by Harry W. Child (1856-1931), former President of the Yellowstone
Park Company, the 620-acre spread was located along Green
Meadow Drive, just north of the Lewis & Clark County Fairgrounds.
main buildings (house, barn, blacksmith shop and granary)
were designed in a romantic Swiss chalet style by Robert Reamer
(1873-1938). Reamer is best known as the architect of the
rusitc Old Faithful Inn in Yellowstone National Park.
In 1887, Harry W. Child made a financial killing in the purchase
and resale of the land that would become the Green Meadow
Ranch. Acting as trustee for a consortium of Northern Pacific
Railway executives and others, Child purchased the 620 acres
for $62,000 in May and June of 1887. It was sold in August
to the St. Paul and Helena Land and Improvement Company for
Harry W. Child, with partners Silas S. Huntley, L.H. Hershfield,
Aaron Hershfield, and others, established the Yellowstone
National Park Transportation Company to provide stagecoach
travel in the Park. In 1901 Child, Huntley, and E.W. Back
purchased the stock of the Yellowstone Park Association to
consolidate their control of the concessions. Later that year,
Huntley died, leaving Child to control both companies. Child
also operated Child & Anceny with C. L. Anceny; that business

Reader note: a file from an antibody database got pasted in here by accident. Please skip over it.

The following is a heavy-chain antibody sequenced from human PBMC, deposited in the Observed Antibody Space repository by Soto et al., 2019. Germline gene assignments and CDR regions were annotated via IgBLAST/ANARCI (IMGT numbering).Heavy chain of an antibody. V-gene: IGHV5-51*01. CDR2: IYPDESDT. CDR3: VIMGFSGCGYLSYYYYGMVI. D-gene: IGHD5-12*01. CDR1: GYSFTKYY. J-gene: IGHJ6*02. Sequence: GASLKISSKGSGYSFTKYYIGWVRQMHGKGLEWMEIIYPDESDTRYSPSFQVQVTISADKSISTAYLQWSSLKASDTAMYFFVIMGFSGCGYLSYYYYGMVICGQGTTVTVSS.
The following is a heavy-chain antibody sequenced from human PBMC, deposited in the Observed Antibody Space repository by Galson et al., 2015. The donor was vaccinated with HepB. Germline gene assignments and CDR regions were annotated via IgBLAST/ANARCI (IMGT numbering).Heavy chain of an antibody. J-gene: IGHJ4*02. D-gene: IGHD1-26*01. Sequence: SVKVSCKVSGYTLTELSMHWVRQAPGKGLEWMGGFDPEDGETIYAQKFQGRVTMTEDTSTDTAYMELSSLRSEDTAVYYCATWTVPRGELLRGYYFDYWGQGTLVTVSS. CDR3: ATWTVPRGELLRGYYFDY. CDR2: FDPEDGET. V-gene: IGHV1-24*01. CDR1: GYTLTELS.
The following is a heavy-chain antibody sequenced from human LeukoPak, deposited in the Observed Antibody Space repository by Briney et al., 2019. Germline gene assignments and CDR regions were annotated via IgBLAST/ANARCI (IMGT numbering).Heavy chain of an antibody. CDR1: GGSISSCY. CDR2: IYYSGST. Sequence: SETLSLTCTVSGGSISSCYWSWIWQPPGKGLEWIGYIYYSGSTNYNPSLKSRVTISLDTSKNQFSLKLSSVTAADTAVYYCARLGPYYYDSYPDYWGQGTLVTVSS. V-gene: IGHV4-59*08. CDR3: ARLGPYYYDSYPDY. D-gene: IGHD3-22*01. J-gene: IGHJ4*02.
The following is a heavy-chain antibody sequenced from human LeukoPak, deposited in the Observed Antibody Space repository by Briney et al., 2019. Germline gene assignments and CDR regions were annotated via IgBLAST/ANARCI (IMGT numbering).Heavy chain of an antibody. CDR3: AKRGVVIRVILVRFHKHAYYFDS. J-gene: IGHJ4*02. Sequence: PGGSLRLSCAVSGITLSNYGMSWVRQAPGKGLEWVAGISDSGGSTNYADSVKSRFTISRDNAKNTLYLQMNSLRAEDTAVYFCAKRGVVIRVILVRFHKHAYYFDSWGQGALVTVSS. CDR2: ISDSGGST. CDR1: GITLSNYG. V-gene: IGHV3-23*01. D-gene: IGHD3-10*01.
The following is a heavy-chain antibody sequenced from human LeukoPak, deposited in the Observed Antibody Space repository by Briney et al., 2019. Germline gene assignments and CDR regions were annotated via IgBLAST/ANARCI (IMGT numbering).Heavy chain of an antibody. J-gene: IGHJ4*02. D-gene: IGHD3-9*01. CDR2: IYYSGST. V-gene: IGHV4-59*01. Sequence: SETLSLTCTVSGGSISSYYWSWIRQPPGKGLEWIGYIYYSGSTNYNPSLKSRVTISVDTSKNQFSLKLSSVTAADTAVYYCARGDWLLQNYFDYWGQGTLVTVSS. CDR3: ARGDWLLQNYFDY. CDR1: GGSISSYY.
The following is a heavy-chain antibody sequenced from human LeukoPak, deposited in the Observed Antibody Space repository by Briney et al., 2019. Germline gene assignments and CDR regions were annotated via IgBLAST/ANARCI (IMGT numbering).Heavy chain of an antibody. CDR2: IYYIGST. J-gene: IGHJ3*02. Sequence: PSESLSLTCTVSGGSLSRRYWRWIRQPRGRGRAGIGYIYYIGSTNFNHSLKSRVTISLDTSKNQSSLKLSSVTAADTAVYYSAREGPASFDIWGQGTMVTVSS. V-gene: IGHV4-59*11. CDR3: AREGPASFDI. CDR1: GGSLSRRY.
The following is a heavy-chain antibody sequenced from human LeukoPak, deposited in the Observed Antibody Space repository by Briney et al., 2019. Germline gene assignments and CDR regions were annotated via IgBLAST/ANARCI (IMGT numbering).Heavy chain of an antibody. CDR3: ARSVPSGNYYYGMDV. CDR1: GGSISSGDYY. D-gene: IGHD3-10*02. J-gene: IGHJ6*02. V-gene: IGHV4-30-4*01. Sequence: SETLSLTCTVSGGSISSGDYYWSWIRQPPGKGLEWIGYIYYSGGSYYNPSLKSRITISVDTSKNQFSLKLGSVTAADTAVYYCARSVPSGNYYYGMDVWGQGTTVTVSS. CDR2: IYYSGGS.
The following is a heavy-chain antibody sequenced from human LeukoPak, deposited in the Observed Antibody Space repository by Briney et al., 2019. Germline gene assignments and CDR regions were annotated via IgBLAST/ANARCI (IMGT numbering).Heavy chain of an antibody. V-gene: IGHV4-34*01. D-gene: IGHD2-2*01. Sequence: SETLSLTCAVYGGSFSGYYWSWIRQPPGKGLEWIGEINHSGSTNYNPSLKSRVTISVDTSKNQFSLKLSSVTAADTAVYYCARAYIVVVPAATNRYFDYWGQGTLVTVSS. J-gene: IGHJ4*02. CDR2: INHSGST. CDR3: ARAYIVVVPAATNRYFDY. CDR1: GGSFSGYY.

dealt in real estate and cattle ranching. In 1909 Child, his
wife Adelaide D. Child, and their son Huntley Child reorganized
the Yellowstone National Park Transportation Company into
its constituent parts, the Yellowstone Park Transportation
Company and the Yellowstone Park Hotel Company.
Child bought back the Green Meadow Ranch (under his wife's
name) for an unknown amount. He contracted with Old Faithful
Inn architect Robert Reamer to design the main structures.
barn was 450' long, and 40' high. It was constructed of heavy
hand-hewn timbers; the window-frames were hand-carved with
fanciful designs featuring horses heads, birds, etc. The barn
had three cross-passageways, large enough to drive a team
and wagon through. It had three lofts, one of which was sometimes
used for dancing.
burned to the ground in 1924, as did the barn in 1956 -- with
the loss of twenty head of prize stock. The last owner of
the Ranch was Black Angus breeder W. J. Harrer, who sold the
land in the 1970s. It has since been subdivided. Harrer and
his wife were major benefactors of Helena's Grandstreet Theatre.